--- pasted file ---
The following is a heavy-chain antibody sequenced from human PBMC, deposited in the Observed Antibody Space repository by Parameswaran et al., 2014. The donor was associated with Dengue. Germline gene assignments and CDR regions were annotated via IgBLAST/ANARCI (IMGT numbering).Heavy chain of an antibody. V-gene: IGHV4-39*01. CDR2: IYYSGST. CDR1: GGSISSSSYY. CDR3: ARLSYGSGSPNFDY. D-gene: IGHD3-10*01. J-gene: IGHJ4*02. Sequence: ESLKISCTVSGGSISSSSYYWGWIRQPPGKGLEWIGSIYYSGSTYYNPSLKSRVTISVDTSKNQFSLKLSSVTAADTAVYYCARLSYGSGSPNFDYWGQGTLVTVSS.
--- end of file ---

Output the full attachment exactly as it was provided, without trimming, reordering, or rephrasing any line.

The following is a heavy-chain antibody sequenced from human PBMC, deposited in the Observed Antibody Space repository by Parameswaran et al., 2014. The donor was associated with Dengue. Germline gene assignments and CDR regions were annotated via IgBLAST/ANARCI (IMGT numbering).Heavy chain of an antibody. V-gene: IGHV4-39*01. CDR2: IYYSGST. CDR1: GGSISSSSYY. CDR3: ARLSYGSGSPNFDY. D-gene: IGHD3-10*01. J-gene: IGHJ4*02. Sequence: ESLKISCTVSGGSISSSSYYWGWIRQPPGKGLEWIGSIYYSGSTYYNPSLKSRVTISVDTSKNQFSLKLSSVTAADTAVYYCARLSYGSGSPNFDYWGQGTLVTVSS.